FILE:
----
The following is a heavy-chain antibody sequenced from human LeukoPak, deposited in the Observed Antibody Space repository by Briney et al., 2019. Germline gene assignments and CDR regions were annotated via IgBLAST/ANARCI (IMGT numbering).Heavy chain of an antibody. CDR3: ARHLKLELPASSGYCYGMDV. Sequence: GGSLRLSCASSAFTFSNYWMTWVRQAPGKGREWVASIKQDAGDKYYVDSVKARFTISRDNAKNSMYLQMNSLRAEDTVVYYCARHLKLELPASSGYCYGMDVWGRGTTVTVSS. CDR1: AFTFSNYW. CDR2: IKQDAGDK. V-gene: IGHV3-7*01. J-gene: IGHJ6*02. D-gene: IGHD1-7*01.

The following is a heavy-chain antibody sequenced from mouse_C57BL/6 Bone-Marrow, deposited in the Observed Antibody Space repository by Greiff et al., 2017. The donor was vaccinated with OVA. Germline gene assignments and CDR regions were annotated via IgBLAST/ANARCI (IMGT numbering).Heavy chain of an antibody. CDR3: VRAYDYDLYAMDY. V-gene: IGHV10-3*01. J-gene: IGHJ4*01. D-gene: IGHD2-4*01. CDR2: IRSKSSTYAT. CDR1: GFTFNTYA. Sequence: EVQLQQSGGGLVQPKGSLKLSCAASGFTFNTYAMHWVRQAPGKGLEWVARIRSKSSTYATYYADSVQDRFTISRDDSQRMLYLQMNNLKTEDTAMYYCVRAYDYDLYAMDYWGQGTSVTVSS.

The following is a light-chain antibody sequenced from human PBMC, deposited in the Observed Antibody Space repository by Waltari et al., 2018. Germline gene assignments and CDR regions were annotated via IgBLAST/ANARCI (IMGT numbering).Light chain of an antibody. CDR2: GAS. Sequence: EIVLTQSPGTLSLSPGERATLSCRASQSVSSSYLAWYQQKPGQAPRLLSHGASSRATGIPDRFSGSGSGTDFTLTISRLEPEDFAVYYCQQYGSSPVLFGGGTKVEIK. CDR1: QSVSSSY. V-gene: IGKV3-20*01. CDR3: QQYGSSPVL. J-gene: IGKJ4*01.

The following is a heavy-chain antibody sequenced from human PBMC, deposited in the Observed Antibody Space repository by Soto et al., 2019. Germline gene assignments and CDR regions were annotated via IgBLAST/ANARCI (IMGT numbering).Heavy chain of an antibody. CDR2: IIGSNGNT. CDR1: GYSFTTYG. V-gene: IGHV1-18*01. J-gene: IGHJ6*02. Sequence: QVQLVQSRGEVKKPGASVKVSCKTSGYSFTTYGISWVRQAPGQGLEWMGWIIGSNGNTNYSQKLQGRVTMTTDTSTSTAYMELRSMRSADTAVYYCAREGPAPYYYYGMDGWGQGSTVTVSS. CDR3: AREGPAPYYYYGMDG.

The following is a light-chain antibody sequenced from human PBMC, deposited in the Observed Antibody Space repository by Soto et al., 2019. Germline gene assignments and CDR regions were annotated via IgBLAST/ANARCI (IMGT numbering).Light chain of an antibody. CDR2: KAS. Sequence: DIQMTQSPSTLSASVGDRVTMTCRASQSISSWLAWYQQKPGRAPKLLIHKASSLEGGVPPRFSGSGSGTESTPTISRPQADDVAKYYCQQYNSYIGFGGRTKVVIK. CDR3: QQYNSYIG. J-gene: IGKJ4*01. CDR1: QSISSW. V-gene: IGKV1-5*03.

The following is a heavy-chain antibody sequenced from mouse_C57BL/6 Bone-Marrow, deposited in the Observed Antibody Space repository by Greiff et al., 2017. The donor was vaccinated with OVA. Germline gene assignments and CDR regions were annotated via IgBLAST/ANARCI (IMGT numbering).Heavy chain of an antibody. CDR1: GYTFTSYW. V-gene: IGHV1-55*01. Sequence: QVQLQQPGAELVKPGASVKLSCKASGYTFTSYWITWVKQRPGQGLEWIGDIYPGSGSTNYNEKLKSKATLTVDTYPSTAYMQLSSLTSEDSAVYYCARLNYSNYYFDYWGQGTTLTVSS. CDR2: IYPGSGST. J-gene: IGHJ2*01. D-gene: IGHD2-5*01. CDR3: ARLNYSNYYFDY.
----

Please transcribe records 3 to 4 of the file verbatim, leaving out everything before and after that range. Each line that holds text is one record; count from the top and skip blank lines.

The following is a light-chain antibody sequenced from human PBMC, deposited in the Observed Antibody Space repository by Waltari et al., 2018. Germline gene assignments and CDR regions were annotated via IgBLAST/ANARCI (IMGT numbering).Light chain of an antibody. CDR2: GAS. Sequence: EIVLTQSPGTLSLSPGERATLSCRASQSVSSSYLAWYQQKPGQAPRLLSHGASSRATGIPDRFSGSGSGTDFTLTISRLEPEDFAVYYCQQYGSSPVLFGGGTKVEIK. CDR1: QSVSSSY. V-gene: IGKV3-20*01. CDR3: QQYGSSPVL. J-gene: IGKJ4*01.

The following is a heavy-chain antibody sequenced from human PBMC, deposited in the Observed Antibody Space repository by Soto et al., 2019. Germline gene assignments and CDR regions were annotated via IgBLAST/ANARCI (IMGT numbering).Heavy chain of an antibody. CDR2: IIGSNGNT. CDR1: GYSFTTYG. V-gene: IGHV1-18*01. J-gene: IGHJ6*02. Sequence: QVQLVQSRGEVKKPGASVKVSCKTSGYSFTTYGISWVRQAPGQGLEWMGWIIGSNGNTNYSQKLQGRVTMTTDTSTSTAYMELRSMRSADTAVYYCAREGPAPYYYYGMDGWGQGSTVTVSS. CDR3: AREGPAPYYYYGMDG.